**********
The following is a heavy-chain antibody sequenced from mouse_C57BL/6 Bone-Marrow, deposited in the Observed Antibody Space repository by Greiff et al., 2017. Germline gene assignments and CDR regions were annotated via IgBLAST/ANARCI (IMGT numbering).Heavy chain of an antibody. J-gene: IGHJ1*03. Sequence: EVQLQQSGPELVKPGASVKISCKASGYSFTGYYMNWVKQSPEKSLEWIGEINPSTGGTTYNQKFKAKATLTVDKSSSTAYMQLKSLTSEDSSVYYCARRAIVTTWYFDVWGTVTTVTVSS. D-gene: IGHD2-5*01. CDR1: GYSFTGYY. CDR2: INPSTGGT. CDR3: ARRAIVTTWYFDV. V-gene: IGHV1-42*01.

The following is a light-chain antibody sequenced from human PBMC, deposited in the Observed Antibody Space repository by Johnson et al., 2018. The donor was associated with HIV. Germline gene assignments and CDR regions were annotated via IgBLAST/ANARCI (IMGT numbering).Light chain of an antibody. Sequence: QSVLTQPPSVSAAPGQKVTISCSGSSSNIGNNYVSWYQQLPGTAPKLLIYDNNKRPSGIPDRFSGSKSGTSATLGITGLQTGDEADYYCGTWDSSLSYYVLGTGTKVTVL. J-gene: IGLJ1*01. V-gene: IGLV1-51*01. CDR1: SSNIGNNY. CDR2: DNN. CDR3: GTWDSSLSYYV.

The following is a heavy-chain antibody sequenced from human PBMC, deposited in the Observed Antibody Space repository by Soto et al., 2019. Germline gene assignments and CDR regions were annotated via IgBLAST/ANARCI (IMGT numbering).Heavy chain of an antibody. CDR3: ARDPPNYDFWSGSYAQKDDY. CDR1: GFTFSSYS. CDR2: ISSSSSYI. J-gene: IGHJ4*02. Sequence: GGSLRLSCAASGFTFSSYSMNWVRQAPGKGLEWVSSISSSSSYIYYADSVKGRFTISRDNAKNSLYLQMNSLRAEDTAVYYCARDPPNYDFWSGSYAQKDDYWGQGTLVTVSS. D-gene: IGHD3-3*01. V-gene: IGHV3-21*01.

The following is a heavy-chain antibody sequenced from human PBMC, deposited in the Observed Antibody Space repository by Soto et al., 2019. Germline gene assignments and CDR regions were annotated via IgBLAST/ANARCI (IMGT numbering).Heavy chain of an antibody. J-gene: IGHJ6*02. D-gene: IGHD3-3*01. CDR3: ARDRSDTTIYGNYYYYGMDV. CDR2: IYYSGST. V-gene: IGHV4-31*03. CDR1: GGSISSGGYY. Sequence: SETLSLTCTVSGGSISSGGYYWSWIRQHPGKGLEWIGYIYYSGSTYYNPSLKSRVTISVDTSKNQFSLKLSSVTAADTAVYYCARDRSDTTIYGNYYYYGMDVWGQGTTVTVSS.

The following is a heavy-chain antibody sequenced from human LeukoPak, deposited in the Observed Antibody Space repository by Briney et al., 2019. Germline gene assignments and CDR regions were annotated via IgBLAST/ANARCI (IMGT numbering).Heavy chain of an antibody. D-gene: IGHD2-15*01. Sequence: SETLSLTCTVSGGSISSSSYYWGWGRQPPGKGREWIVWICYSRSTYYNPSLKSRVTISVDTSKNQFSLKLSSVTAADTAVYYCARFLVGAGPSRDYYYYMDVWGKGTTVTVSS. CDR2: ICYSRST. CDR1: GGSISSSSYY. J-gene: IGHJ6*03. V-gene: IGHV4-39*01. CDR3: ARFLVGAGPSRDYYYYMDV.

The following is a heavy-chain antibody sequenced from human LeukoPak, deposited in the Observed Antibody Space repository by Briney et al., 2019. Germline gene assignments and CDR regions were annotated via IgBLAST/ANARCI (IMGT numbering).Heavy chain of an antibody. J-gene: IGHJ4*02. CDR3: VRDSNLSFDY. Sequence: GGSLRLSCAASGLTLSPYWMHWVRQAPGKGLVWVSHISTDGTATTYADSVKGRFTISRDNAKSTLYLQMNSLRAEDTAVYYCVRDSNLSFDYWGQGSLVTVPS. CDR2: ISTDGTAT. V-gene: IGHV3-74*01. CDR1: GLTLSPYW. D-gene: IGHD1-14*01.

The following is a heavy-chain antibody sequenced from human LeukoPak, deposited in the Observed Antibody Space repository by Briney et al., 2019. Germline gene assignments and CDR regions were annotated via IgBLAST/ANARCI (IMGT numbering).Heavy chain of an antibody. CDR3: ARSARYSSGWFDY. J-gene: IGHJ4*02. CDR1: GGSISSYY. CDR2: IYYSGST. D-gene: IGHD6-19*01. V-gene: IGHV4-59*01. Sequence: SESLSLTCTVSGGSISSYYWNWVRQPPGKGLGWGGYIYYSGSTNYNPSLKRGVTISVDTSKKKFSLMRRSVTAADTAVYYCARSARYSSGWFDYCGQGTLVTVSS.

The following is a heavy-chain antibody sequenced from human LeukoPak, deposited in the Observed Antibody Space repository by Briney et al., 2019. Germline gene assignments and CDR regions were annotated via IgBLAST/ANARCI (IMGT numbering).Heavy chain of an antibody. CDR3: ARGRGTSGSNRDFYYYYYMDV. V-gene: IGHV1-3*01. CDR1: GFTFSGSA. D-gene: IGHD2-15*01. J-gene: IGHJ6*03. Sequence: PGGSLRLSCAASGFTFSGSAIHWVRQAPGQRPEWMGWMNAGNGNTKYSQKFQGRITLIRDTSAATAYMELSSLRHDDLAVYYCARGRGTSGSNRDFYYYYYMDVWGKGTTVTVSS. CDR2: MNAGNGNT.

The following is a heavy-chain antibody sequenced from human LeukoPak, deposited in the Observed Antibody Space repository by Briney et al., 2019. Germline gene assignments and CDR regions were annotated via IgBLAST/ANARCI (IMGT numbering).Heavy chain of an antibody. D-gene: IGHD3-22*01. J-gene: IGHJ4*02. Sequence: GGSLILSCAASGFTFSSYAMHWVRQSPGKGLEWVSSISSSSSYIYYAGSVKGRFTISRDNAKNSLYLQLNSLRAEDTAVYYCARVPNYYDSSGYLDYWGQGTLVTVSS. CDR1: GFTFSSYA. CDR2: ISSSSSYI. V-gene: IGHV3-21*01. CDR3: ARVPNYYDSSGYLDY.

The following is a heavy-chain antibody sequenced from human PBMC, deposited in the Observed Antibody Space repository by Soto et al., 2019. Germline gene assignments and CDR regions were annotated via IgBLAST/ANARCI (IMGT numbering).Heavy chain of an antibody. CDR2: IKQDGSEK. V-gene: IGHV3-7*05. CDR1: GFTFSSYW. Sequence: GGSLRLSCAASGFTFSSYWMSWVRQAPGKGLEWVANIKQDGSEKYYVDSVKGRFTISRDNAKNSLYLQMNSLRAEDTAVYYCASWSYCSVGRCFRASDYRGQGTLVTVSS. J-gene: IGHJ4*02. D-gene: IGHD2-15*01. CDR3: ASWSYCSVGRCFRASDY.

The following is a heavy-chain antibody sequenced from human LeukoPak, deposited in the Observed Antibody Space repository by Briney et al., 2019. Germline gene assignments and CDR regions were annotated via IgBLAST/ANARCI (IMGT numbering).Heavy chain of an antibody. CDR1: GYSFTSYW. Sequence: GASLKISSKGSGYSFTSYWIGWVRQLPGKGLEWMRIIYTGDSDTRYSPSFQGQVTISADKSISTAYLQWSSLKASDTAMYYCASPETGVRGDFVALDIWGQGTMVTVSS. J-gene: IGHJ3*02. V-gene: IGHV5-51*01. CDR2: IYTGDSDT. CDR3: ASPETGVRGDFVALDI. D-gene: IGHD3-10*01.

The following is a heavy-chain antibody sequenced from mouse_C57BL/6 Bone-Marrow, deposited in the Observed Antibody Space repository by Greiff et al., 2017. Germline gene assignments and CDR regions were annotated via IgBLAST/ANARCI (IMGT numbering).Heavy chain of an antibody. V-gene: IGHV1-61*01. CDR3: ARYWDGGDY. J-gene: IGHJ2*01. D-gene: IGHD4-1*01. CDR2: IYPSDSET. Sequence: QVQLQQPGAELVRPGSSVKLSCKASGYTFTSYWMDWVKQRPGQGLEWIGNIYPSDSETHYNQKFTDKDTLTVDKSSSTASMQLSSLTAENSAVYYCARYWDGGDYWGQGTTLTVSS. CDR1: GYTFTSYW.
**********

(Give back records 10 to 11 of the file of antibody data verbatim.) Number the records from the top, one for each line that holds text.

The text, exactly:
The following is a heavy-chain antibody sequenced from human PBMC, deposited in the Observed Antibody Space repository by Soto et al., 2019. Germline gene assignments and CDR regions were annotated via IgBLAST/ANARCI (IMGT numbering).Heavy chain of an antibody. CDR2: IKQDGSEK. V-gene: IGHV3-7*05. CDR1: GFTFSSYW. Sequence: GGSLRLSCAASGFTFSSYWMSWVRQAPGKGLEWVANIKQDGSEKYYVDSVKGRFTISRDNAKNSLYLQMNSLRAEDTAVYYCASWSYCSVGRCFRASDYRGQGTLVTVSS. J-gene: IGHJ4*02. D-gene: IGHD2-15*01. CDR3: ASWSYCSVGRCFRASDY.

The following is a heavy-chain antibody sequenced from human LeukoPak, deposited in the Observed Antibody Space repository by Briney et al., 2019. Germline gene assignments and CDR regions were annotated via IgBLAST/ANARCI (IMGT numbering).Heavy chain of an antibody. CDR1: GYSFTSYW. Sequence: GASLKISSKGSGYSFTSYWIGWVRQLPGKGLEWMRIIYTGDSDTRYSPSFQGQVTISADKSISTAYLQWSSLKASDTAMYYCASPETGVRGDFVALDIWGQGTMVTVSS. J-gene: IGHJ3*02. V-gene: IGHV5-51*01. CDR2: IYTGDSDT. CDR3: ASPETGVRGDFVALDI. D-gene: IGHD3-10*01.